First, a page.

Gabapentin is an anticonvulsant that is used to treat certain types of epilepsy. It is also used to treat neuropathic pain, a type of pain or altered sensation caused by damage to the nerves. Gabapentin is successfully being used to treat skin conditions associated with pain and/or pruritus (itch) of neuropathic origin.
What is gabapentin used for?
Gabapentin is proving to be useful in reducing the symptoms of pain and/or unpleasant sensation caused by the following skin conditions:
- Pruritus (itch)
- in patients on haemodialysis (renal itch)
- in patients with brachioradial pruritus
- pruritus of unknown origin
- Post-herpetic neuralgia (see shingles)
Pain and/or pruritus arising from these conditions are defined as sympathetically maintained pain (SMP). The pain is usually described as having a burning sensation and is often in response to stimuli that does not ordinarily cause pain. This pain and pruritus originates from the nervous system.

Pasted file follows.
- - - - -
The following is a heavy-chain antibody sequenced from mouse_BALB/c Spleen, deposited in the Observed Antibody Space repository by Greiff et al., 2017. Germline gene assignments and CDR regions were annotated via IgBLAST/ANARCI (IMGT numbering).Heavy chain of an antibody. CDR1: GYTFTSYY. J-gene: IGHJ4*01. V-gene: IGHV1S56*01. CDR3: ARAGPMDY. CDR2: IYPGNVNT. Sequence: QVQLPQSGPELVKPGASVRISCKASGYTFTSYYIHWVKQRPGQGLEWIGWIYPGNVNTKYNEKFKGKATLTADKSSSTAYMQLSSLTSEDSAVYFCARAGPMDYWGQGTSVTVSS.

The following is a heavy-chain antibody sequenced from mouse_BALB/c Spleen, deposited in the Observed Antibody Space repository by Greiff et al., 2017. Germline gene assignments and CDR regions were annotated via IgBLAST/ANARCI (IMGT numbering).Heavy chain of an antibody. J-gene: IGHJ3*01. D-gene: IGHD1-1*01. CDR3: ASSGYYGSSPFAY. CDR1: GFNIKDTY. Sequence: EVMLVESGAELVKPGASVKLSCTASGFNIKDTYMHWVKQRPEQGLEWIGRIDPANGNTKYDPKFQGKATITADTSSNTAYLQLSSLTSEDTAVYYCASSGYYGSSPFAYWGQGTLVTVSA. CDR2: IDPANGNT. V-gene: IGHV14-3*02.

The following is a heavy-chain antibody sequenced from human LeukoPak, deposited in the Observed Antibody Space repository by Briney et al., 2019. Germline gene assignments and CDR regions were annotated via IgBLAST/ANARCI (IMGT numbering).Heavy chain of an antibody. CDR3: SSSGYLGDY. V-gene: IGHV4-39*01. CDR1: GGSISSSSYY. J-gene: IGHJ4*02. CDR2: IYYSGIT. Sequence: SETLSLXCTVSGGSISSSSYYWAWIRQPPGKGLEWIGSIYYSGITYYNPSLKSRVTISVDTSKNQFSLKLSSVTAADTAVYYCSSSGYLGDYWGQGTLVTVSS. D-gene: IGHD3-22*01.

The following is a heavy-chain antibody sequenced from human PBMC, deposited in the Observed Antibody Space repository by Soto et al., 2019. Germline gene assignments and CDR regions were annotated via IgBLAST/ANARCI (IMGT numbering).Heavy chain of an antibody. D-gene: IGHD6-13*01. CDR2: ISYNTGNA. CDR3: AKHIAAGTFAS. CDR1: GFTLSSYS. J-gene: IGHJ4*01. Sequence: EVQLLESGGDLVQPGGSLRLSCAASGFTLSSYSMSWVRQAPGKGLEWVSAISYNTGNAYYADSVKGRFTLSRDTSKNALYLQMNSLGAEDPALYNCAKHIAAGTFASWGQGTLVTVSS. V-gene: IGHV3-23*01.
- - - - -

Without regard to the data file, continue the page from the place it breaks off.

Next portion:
The use of gabapentin for neuropathic pain/pruritus is recommended only in patients over 18 years of age. The starting dose is 900mg/day (given as 300mg 3 times daily) and increased if necessary based on response. The maximum daily dose is 3600mg.
Dosage may need to be adjusted in those with impaired renal function. Patients on haemodialysis should start on a loading dose of 300-400mg, followed by 200-300mg after each 4 hours of haemodialysis.
The side effects of gabapentin include:
- dry mouth
- unsteadiness, reduced co-ordination or slowed reaction
- constipation, diarrhoea
- peripheral oedema (swelling around the ankles)
- dizziness, confusion, loss of concentration
- weight gain
- changes in appetite
- nausea, vomiting, indigestion.
See your doctor if these effects occur and are of concern to you. Patients over the age of 65 years have an increased chance of getting side effects.
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The New Zealand approved datasheet is the official source of information for this prescription medicine, including approved uses and risk information. Check the New Zealand datasheet on the Medsafe website.